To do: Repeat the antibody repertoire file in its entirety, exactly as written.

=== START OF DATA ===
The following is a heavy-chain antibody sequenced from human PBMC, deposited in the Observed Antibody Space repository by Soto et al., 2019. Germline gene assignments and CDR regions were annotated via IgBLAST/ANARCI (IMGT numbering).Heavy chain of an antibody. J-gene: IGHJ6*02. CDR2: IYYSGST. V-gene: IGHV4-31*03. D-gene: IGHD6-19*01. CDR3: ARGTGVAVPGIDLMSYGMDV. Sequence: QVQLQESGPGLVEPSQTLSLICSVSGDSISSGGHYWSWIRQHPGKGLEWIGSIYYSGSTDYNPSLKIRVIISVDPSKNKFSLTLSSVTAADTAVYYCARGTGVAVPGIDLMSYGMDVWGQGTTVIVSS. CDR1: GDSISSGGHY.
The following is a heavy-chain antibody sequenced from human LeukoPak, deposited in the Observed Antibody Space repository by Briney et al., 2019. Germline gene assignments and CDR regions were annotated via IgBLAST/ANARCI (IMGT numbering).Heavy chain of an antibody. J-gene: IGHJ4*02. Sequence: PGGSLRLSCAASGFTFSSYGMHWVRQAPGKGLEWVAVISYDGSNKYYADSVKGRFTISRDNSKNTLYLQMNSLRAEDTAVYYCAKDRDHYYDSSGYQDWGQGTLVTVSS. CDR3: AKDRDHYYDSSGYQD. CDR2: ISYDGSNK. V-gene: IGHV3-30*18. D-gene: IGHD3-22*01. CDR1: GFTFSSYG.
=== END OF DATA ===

The following is a heavy-chain antibody sequenced from human PBMC, deposited in the Observed Antibody Space repository by Soto et al., 2019. Germline gene assignments and CDR regions were annotated via IgBLAST/ANARCI (IMGT numbering).Heavy chain of an antibody. J-gene: IGHJ6*02. CDR2: IYYSGST. V-gene: IGHV4-31*03. D-gene: IGHD6-19*01. CDR3: ARGTGVAVPGIDLMSYGMDV. Sequence: QVQLQESGPGLVEPSQTLSLICSVSGDSISSGGHYWSWIRQHPGKGLEWIGSIYYSGSTDYNPSLKIRVIISVDPSKNKFSLTLSSVTAADTAVYYCARGTGVAVPGIDLMSYGMDVWGQGTTVIVSS. CDR1: GDSISSGGHY.
The following is a heavy-chain antibody sequenced from human LeukoPak, deposited in the Observed Antibody Space repository by Briney et al., 2019. Germline gene assignments and CDR regions were annotated via IgBLAST/ANARCI (IMGT numbering).Heavy chain of an antibody. J-gene: IGHJ4*02. Sequence: PGGSLRLSCAASGFTFSSYGMHWVRQAPGKGLEWVAVISYDGSNKYYADSVKGRFTISRDNSKNTLYLQMNSLRAEDTAVYYCAKDRDHYYDSSGYQDWGQGTLVTVSS. CDR3: AKDRDHYYDSSGYQD. CDR2: ISYDGSNK. V-gene: IGHV3-30*18. D-gene: IGHD3-22*01. CDR1: GFTFSSYG.